In a nutshell: Attention is allocated differently to objects depending on what kind of goal they are relevant to.

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Our survival relies on us approaching things that benefit us (such as food), while avoiding things that endanger us (such as physical harm). Sometimes, the same thing can represent a reward or a threat, depending on the circumstances. Think of it like the old video game, Asteroids: each flying piece of space rock can earn you points or kill you. How you react to each one depends on your top priority at the time.

When processing sensory information, our brains use ‘selective attention’ to pick out relevant input and filter out the rest. In the case of visual information, current theories predict that selective attention is allocated preferentially to objects that are relevant to the current behavioural goal – either approach or avoidance.

However, just like when playing Asteroids, we might find ourselves in a situation that requires both approach and avoidance behaviours. In that case, how does the brain allocate attention?

Traditional experiments to study the brain and behaviour rely on participants reporting what they see on a display, but this approach doesn’t necessarily reflect how we behave in the real world.

To overcome this limitation, Brain Function CoE investigators Angela Renton, David Painter and Jason Mattingley from the University of Queensland designed two experiments that required participants to interact with the display.

In both experiments, participants manoeuvred a cursor among differently coloured objects moving around a computer screen. The researchers tracked where the participants looked on the screen and measured their brain activity using electroencephalography (EEG).

In the first experiment, participants had to maximise contact between the cursor and objects of one colour (approach behaviour), while minimising contact with objects of a second colour (avoidance behaviour). The second experiment involved two tasks, one requiring approach behaviour and the other requiring avoidance behaviour. In both experiments, objects of the third colour (which didn’t need to be approached or avoided) acted as irrelevant distractions.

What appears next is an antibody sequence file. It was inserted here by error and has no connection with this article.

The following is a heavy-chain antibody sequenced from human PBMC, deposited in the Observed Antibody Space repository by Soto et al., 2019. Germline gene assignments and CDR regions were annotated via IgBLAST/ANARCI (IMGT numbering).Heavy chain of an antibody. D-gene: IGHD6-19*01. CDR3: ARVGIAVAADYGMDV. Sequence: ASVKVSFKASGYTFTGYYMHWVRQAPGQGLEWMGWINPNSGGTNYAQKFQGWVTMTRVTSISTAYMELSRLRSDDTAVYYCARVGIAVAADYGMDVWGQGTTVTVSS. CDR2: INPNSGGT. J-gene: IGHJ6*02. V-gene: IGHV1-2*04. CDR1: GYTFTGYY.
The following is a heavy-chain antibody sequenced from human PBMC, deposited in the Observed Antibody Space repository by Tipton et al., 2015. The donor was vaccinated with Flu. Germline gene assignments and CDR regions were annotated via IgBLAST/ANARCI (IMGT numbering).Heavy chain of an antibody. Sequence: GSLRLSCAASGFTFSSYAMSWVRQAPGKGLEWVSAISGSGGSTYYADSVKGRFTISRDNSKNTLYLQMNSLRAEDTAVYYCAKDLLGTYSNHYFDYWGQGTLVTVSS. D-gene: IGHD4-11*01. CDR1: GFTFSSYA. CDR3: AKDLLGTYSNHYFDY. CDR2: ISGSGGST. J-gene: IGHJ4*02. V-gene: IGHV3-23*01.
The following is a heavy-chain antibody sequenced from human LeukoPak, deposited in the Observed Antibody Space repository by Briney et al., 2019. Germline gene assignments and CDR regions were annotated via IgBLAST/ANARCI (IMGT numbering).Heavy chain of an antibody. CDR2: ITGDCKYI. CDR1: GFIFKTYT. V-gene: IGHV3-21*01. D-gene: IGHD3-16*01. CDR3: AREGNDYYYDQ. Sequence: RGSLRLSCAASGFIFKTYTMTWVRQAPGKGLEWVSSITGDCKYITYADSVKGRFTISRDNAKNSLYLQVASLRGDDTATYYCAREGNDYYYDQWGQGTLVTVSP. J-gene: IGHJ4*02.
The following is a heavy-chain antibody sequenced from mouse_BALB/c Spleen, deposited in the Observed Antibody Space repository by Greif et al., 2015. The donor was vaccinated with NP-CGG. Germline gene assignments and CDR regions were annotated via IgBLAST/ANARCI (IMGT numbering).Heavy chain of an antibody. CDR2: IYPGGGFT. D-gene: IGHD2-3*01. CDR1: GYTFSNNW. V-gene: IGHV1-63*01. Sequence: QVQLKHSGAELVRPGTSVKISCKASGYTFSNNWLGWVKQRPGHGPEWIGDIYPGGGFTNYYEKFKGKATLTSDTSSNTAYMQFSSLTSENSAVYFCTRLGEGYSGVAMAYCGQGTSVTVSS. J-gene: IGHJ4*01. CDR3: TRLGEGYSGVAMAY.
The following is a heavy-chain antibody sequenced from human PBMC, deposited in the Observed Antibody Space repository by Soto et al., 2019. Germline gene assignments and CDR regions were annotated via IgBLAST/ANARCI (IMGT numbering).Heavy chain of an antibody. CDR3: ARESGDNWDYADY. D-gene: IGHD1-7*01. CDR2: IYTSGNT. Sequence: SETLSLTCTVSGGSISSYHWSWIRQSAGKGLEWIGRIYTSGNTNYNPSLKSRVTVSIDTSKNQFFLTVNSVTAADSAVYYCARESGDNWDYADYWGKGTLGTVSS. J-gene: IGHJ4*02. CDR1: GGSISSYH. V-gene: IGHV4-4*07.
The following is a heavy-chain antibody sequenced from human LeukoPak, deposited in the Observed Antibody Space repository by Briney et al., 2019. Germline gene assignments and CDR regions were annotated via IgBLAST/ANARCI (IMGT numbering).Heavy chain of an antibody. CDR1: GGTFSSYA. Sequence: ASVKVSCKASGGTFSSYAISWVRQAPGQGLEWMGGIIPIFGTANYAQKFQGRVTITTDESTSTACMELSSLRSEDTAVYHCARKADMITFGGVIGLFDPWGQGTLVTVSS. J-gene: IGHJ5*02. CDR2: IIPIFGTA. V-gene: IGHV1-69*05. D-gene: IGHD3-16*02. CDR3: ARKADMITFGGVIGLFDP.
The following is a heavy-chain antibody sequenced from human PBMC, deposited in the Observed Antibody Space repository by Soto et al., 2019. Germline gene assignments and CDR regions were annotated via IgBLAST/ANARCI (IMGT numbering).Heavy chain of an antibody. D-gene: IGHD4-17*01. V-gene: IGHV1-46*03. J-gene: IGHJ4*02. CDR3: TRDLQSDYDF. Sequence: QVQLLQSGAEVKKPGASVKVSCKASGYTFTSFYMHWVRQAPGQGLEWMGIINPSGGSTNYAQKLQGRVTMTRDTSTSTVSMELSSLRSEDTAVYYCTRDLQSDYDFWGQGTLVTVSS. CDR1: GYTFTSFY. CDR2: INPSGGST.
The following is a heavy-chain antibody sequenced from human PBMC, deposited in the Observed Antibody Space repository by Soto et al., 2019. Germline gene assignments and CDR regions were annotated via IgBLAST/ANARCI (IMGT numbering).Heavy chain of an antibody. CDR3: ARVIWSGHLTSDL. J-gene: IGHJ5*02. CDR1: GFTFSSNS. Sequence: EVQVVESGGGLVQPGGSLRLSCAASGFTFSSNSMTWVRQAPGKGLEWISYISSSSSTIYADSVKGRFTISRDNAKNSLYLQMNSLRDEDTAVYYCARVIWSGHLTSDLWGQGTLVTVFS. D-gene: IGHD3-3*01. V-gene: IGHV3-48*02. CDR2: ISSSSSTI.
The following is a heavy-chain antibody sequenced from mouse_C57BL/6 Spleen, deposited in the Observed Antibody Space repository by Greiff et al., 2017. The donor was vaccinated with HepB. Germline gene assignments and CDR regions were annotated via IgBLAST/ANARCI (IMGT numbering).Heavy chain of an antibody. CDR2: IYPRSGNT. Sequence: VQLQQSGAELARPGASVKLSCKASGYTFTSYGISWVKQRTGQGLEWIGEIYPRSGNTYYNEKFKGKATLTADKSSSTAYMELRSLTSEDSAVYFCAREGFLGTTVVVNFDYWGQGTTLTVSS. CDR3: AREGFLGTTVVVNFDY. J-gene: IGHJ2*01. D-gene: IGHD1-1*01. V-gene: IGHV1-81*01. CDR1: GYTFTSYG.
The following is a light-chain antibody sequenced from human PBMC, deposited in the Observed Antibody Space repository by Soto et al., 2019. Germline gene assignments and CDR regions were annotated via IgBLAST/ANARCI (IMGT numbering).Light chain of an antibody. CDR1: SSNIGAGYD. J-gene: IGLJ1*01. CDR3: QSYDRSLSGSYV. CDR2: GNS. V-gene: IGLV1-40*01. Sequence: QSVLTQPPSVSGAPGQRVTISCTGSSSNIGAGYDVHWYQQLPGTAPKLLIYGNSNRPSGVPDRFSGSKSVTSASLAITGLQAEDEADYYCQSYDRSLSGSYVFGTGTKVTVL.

The researchers found that attention is allocated differently to objects depending on what kind of goal they are relevant to. During tasks requiring approach behaviour, the participants directed their attention towards task-relevant objects. But in tasks involving avoidance behaviour, their attention was directed away from task-relevant objects.

Although the researchers don’t yet know why the brain works this way, their discovery has implications for current theories about selective attention.

It also highlights the importance of designing experiments in neuroscience research that more closely resemble dynamic, interactive environments – just like the real world.

Next steps:
The team hopes to take the concept of interactivity even further, designing experiments that require multiple participants to cooperate with each other on joint tasks, or that require participants to interact with computers or virtual environments.

Renton, A. I., Painter, D. R., & Mattingley, J. B. (2018). Differential deployment of visual attention during interactive approach and avoidance behavior. Cerebral Cortex, 29, 2366–2383. doi: 10.1093/cercor/bhy105

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Image by David Lloyd, University of Queensland